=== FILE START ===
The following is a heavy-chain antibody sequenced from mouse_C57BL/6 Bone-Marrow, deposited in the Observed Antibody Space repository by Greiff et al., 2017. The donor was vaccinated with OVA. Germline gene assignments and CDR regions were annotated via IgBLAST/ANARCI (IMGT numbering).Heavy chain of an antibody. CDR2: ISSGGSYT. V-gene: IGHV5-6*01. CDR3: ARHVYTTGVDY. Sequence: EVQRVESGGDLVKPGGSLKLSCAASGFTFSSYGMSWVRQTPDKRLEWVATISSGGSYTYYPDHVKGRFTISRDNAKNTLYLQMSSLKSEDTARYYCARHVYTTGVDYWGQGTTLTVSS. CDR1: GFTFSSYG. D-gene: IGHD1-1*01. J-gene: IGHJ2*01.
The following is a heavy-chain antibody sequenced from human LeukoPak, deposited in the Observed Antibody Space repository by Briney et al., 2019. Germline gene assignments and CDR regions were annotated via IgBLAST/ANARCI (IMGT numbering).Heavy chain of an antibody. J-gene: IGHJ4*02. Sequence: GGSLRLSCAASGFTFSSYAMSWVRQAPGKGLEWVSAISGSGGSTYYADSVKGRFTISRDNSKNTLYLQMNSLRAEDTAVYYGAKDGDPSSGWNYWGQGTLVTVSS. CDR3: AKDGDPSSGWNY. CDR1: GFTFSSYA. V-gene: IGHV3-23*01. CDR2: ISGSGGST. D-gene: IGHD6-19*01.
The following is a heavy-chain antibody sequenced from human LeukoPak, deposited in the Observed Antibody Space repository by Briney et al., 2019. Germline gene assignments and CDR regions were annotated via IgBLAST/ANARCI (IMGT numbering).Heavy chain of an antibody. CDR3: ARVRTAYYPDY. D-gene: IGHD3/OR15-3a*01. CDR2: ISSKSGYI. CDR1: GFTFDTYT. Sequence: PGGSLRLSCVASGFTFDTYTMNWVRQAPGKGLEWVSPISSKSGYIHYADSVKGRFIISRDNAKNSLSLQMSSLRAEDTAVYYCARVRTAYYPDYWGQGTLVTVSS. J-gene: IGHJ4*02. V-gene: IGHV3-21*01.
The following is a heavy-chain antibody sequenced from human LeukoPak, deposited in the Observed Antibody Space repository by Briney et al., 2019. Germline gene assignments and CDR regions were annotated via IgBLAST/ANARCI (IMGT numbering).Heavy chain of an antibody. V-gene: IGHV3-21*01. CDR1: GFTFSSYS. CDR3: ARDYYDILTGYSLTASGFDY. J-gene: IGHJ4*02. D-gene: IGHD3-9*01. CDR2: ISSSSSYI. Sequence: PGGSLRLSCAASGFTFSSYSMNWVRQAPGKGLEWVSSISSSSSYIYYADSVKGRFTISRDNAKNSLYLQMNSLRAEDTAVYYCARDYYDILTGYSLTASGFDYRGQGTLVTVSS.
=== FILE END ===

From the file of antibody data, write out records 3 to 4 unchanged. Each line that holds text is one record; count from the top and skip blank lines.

The following is a heavy-chain antibody sequenced from human LeukoPak, deposited in the Observed Antibody Space repository by Briney et al., 2019. Germline gene assignments and CDR regions were annotated via IgBLAST/ANARCI (IMGT numbering).Heavy chain of an antibody. CDR3: ARVRTAYYPDY. D-gene: IGHD3/OR15-3a*01. CDR2: ISSKSGYI. CDR1: GFTFDTYT. Sequence: PGGSLRLSCVASGFTFDTYTMNWVRQAPGKGLEWVSPISSKSGYIHYADSVKGRFIISRDNAKNSLSLQMSSLRAEDTAVYYCARVRTAYYPDYWGQGTLVTVSS. J-gene: IGHJ4*02. V-gene: IGHV3-21*01.
The following is a heavy-chain antibody sequenced from human LeukoPak, deposited in the Observed Antibody Space repository by Briney et al., 2019. Germline gene assignments and CDR regions were annotated via IgBLAST/ANARCI (IMGT numbering).Heavy chain of an antibody. V-gene: IGHV3-21*01. CDR1: GFTFSSYS. CDR3: ARDYYDILTGYSLTASGFDY. J-gene: IGHJ4*02. D-gene: IGHD3-9*01. CDR2: ISSSSSYI. Sequence: PGGSLRLSCAASGFTFSSYSMNWVRQAPGKGLEWVSSISSSSSYIYYADSVKGRFTISRDNAKNSLYLQMNSLRAEDTAVYYCARDYYDILTGYSLTASGFDYRGQGTLVTVSS.